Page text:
W. Somerset Maugham: Of Human Bondage


There was a knock at the door and a troop of children came in. They were clean and tidy, now. their faces shone with soap, and their hair was plastered down; they were going to Sunday school under Sally's charge. Athelny joked with them in his dramatic, exuberant fashion, and you could see that he was devoted to them all. His pride in their good health and their good looks was touching. Philip felt that they were a little shy in his presence, and when their father sent them off they fled from the room in evident relief. In a few minutes Mrs. Athelny appeared. She had taken her hair out of the curling pins and now wore an elaborate fringe. She had on a plain black dress, a hat with cheap flowers, and was forcing her hands, red and coarse from much work, into black kid gloves.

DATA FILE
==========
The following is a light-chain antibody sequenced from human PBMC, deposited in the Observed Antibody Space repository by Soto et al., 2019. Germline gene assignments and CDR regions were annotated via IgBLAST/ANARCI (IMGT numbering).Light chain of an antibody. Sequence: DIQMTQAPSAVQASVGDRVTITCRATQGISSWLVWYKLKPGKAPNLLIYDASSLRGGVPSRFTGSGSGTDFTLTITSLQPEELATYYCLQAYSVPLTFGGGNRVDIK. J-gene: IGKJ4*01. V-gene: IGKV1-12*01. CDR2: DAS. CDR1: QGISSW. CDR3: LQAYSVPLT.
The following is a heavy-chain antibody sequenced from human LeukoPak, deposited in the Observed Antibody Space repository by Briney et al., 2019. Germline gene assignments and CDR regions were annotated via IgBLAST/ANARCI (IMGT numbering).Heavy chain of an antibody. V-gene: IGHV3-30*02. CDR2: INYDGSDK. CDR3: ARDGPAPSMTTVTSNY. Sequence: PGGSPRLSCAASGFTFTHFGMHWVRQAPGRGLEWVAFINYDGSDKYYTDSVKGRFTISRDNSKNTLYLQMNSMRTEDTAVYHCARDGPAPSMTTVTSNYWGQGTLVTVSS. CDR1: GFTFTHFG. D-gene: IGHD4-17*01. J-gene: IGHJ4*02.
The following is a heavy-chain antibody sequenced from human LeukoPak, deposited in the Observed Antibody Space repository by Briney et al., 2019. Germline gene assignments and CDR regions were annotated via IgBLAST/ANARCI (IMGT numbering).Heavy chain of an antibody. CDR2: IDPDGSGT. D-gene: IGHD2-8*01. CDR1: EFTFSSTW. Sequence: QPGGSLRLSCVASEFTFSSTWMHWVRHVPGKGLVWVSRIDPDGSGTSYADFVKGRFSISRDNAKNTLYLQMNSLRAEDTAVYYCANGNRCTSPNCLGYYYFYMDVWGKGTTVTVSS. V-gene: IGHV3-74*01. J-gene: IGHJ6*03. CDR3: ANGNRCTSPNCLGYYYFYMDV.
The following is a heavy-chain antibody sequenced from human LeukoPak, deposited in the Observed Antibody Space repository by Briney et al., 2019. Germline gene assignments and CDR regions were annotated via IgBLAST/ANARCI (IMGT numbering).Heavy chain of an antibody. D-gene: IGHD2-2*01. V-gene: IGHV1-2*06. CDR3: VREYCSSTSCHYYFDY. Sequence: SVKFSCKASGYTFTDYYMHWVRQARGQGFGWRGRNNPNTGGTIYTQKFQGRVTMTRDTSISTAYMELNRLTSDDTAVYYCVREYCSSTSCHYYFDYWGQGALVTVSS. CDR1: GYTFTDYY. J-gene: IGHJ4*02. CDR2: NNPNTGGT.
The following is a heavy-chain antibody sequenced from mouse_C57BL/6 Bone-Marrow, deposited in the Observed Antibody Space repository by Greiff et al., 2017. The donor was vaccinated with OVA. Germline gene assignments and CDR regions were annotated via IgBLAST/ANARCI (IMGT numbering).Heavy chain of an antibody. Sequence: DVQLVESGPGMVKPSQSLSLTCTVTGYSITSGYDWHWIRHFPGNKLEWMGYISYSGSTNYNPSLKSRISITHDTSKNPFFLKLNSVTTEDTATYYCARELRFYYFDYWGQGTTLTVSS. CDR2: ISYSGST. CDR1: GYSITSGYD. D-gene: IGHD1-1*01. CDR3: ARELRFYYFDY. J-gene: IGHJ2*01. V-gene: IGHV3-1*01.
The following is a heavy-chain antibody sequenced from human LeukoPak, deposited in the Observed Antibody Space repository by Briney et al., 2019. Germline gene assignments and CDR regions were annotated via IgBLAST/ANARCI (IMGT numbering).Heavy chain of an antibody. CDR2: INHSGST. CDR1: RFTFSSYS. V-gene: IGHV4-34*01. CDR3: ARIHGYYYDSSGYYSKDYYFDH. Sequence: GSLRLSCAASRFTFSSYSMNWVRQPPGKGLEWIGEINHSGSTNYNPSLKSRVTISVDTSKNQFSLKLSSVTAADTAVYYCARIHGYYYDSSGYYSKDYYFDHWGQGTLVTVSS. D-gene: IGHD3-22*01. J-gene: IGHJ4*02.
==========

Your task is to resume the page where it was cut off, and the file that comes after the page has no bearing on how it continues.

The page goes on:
"I'm going to church, Athelny," she said. "There's nothing you'll be wanting, is there?"

"Only your prayers, my Betty."

"They won't do you much good, you're too far gone for that," she smiled. Then, turning to Philip, she drawled: "I can't get him to go to church. He's no better than an atheist."

"Doesn't she look like Rubens' second wife?" cried Athelny. "Wouldn't she look splendid in a seventeenth-century costume? That's the sort of wife to marry, my boy. Look at her."

"I believe you'd talk the hind leg off a donkey, Athelny," she answered calmly.

She succeeded in buttoning her gloves, but before she went she turned to Philip with a kindly, slightly embarrassed smile.

"You'll stay to tea, won't you? Athelny likes someone to talk to, and it's not often he gets anybody who's clever enough."

"Of course he'll stay to tea," said Athelny. Then when his wife had gone: "I make a point of the children going to Sunday school, and I like Betty to go to church. I think women ought to be religious. I don't believe myself, but I like women and children to."

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